It’s like a train wreck in slow motion, the Rupert Murdoch crisis. The crash seems to go on and on and on. Now FBI is involved, and every Murdoch-owned entity will be put under the microscope.
This is not just a crisis involving the now defunct News of the World, nor even Murdoch and his empire. This is a crisis that affects all of journalism itself, particularly tabloid journalism. But what about Murdoch’s crown jewel, the Wall Street Journal? That venerable institution cannot escape this without more scrutiny and a close eye on how they deal with this.
With that in mind, they made big mistake number one with today’s article on Murdoch’s handling of the crisis. The article, which quite clearly serves as a voice for Murdoch’s public statements regarding the comments. Even with that, it seems to reveal a soft touch on the crisis that is not typical of the publications treatment of other companies in deep doo doo, such as BP.
In the story, son James acted without error and with adequate speed. No reference is made to Rebekah Brooks (other than in a photo with son James), an omission that is startling. And as for the accusations of former Brit PM Gordon Brown, Murdoch says Brown “got it entirely wrong” and suggested his attack was motivated by the fact that Murdoch endorsed his opponents in the last election.
Obviously, the reporter and editor are in a quandary. How do you report fairly and accurately on your boss when his empire and legacy are at risk? It’s definitely a no win. Seems they might punt by saying–“read about the problems elsewhere.” I realize that’s not an answer either, but publishing such pablum about the crisis only highlights their connection to the empire and draws them into the crisis deeper.
One of the most predictable story lines of any major accident involving a major corporate player is the headline: “Company Puts Profit Before Safety.” It is as expected in crisis communication as “Congressman calls for new rules” in the wake of any human-caused crisis. So, if it is so common, why is it news? It’s a “dog bites man” sort of story, isn’t it?
If it is common, then the opposite: “No evidence found of money before safety” in an investigation would be big news, wouldn’t it? Not so apparently. At least in the case of BP. Wall Street Journal is running a story that says a BP spill investigator, has found no evidence of sacrificing safety for profits. Yes, mistakes were made, but apparently out of misjudgments and not out of demand to save money.
If you were to ask ten people on the street if they think BP sacrificed safety for profits, my guess is about 9.4 would say, “absolutely!” So, when you have a story that so confounds conventional wisdom, wouldn’t it be logical to think that Anderson Cooper would think it newsworthy or that the NYT might consider it part of the news that’s fit to print?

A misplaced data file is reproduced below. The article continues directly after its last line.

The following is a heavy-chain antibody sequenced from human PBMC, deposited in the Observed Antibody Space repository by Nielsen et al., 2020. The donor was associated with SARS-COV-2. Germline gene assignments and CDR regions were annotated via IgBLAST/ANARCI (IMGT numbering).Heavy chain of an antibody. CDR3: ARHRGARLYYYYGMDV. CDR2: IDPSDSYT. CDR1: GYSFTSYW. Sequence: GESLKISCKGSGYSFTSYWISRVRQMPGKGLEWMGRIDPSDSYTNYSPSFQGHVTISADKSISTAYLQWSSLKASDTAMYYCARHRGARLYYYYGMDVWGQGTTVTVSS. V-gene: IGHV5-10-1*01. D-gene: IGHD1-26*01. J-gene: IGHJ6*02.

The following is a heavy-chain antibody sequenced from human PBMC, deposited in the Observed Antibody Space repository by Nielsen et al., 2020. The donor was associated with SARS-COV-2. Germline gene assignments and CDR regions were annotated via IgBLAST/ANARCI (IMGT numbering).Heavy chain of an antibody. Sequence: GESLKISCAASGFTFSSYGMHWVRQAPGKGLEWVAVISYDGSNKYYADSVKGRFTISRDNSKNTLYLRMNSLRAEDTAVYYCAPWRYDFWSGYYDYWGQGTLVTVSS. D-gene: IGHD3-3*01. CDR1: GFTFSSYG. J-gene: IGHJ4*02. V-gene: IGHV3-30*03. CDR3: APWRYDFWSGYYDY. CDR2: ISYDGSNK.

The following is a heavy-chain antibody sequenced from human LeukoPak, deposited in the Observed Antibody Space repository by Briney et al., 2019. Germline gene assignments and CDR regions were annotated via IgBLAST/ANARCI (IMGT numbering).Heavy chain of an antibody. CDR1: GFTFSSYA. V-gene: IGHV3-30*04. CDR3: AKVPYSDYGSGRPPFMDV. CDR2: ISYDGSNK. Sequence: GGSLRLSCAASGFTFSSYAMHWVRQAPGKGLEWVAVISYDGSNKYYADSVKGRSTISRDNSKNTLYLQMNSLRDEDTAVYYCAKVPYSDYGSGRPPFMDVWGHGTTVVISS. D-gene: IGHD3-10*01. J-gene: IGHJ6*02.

Nah, I don’t think so. Doesn’t fit the storyline that they settled on a long time ago.
Well, I must say hats off to WSJ for at least letting us know about this.Turns out if you are a man and you bite a dog, only the Wall Street Journal will pay attention–especially if you are BP.
don’t have time to comment much as busy helping work a major response at the moment but this WSJ article captures much of what I was trying to say about this debate.
“Given that revenue reality, henceforth all Journal reporters will be judged, in significant part, by whether they break news for the Newswires. This is a fundamental shift in orientation which will also require a fundamental change in the inaptly named Speedy system.”
That’s the message from WSJ Managing Editor Robert Thomson to his reporters. The memo found on talkingbiznews blog, is one of the most telling indications of the incredible shift in journalism today. As crisiblogger readers and anyone who has been to my presentations knows, I’ve been preaching that it is all about speed for a long time. But the last few months have made it increasingly clear to most everyone just what this means. Newspapers folding right and left. Local television under seige. Twitter. YouTube all over the place. Facebook. iReport. On and on and on. Now some of the most respected journalists in the world being told that their value to their organization is going to be based on how fast they find and report the news.
WSJ (Rupert Murdoch) seems to understand that today the competition for providing relevant information to his audience is not the NYT, not NBC, not Jim Cramer and CNBC, but the millions of ordinary citizens using cell phones, instant access to news channels, Twitter, Facebook and the like. The interconnected nature of our world through the internet means that hundreds, thousands, millions can get the info they need faster than ever and directly from those creating the news–or those closest to it. Witness US Airways 1549–with the first news coming out via Twitter and a cell camera. All news organizations are scrambling with how to compete in this crazy world of public information. Now you know WSJ’s answer: URGENT!
More from editor Thomson: “With these objectives in mind, we are sending Speedy to the knackery and saddling up a successor, the URGENT. New nomenclature alone will not generate news, so there must also be basic changes of principle and practice at the Journal.”